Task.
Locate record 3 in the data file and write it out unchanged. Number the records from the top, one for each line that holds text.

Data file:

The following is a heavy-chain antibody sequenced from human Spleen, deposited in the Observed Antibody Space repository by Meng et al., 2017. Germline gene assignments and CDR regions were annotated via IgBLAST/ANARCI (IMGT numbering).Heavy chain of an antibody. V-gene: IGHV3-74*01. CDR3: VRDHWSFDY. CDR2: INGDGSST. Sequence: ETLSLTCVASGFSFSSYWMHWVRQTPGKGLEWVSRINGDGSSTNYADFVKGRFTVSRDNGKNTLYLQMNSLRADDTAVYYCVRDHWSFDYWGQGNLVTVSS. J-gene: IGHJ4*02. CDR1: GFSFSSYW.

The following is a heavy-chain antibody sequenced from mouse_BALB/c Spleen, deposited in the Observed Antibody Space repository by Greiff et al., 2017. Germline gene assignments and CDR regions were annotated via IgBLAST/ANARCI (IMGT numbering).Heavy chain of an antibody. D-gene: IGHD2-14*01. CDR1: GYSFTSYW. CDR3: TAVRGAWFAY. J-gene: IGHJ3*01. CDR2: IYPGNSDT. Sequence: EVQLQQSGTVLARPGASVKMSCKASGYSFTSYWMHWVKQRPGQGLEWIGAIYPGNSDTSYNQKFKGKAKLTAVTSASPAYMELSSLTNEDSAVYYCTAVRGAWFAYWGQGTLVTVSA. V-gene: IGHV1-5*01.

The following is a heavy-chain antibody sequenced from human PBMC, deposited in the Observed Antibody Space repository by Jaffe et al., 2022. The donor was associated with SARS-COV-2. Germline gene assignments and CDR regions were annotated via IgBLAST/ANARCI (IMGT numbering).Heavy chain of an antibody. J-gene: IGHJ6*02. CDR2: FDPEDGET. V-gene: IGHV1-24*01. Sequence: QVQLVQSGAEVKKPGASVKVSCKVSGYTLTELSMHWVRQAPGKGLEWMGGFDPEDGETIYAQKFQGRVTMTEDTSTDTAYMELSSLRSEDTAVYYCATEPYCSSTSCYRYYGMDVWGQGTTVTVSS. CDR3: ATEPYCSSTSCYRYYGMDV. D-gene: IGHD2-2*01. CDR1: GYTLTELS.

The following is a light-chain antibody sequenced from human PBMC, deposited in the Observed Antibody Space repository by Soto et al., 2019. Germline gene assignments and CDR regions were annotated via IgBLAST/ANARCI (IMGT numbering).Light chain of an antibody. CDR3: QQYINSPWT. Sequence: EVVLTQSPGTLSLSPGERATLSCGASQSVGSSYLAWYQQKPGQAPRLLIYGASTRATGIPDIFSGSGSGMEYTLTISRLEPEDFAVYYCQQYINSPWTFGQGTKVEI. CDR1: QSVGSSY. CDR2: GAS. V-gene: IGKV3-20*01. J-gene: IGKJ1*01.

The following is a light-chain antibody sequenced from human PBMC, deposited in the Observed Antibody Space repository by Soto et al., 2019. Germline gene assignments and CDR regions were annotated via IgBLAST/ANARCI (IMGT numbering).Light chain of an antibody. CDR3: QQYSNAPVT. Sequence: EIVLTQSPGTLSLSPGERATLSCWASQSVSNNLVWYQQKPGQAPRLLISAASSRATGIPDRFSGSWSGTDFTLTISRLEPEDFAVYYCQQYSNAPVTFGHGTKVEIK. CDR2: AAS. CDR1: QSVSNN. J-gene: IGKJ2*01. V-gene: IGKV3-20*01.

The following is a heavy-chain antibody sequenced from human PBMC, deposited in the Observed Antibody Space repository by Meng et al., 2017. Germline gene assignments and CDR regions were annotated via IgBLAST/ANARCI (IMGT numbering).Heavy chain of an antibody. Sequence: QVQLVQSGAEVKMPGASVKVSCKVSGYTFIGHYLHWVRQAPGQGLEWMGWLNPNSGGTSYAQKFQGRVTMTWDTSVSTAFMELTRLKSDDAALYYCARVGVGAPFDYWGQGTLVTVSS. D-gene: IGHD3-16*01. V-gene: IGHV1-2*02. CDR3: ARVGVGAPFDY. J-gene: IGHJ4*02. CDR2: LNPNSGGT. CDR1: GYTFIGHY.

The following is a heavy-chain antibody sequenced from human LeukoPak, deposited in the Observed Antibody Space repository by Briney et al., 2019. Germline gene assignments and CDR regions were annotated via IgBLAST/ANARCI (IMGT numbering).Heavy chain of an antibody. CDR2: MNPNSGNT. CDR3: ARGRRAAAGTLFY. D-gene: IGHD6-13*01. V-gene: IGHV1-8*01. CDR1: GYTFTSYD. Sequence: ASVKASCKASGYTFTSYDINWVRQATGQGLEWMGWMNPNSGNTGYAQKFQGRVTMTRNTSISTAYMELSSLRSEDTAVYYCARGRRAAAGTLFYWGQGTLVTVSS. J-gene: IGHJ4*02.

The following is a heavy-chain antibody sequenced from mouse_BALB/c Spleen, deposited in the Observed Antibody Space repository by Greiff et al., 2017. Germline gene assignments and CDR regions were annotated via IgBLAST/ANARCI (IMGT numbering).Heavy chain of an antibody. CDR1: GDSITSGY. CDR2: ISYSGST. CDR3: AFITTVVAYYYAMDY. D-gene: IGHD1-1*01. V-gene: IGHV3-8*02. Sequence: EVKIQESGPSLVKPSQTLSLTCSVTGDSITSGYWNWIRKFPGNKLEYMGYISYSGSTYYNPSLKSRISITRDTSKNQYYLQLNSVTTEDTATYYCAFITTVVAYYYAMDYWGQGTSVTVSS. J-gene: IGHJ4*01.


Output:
The following is a heavy-chain antibody sequenced from human PBMC, deposited in the Observed Antibody Space repository by Jaffe et al., 2022. The donor was associated with SARS-COV-2. Germline gene assignments and CDR regions were annotated via IgBLAST/ANARCI (IMGT numbering).Heavy chain of an antibody. J-gene: IGHJ6*02. CDR2: FDPEDGET. V-gene: IGHV1-24*01. Sequence: QVQLVQSGAEVKKPGASVKVSCKVSGYTLTELSMHWVRQAPGKGLEWMGGFDPEDGETIYAQKFQGRVTMTEDTSTDTAYMELSSLRSEDTAVYYCATEPYCSSTSCYRYYGMDVWGQGTTVTVSS. CDR3: ATEPYCSSTSCYRYYGMDV. D-gene: IGHD2-2*01. CDR1: GYTLTELS.